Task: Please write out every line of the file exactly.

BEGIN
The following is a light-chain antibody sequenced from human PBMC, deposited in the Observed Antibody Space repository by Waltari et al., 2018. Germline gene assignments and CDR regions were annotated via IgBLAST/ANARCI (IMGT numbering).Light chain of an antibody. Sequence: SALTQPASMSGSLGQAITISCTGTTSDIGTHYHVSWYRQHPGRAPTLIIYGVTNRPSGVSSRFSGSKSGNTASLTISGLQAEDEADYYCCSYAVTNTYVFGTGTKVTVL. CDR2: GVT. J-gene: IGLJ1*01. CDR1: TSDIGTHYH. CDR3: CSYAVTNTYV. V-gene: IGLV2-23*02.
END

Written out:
The following is a light-chain antibody sequenced from human PBMC, deposited in the Observed Antibody Space repository by Waltari et al., 2018. Germline gene assignments and CDR regions were annotated via IgBLAST/ANARCI (IMGT numbering).Light chain of an antibody. Sequence: SALTQPASMSGSLGQAITISCTGTTSDIGTHYHVSWYRQHPGRAPTLIIYGVTNRPSGVSSRFSGSKSGNTASLTISGLQAEDEADYYCCSYAVTNTYVFGTGTKVTVL. CDR2: GVT. J-gene: IGLJ1*01. CDR1: TSDIGTHYH. CDR3: CSYAVTNTYV. V-gene: IGLV2-23*02.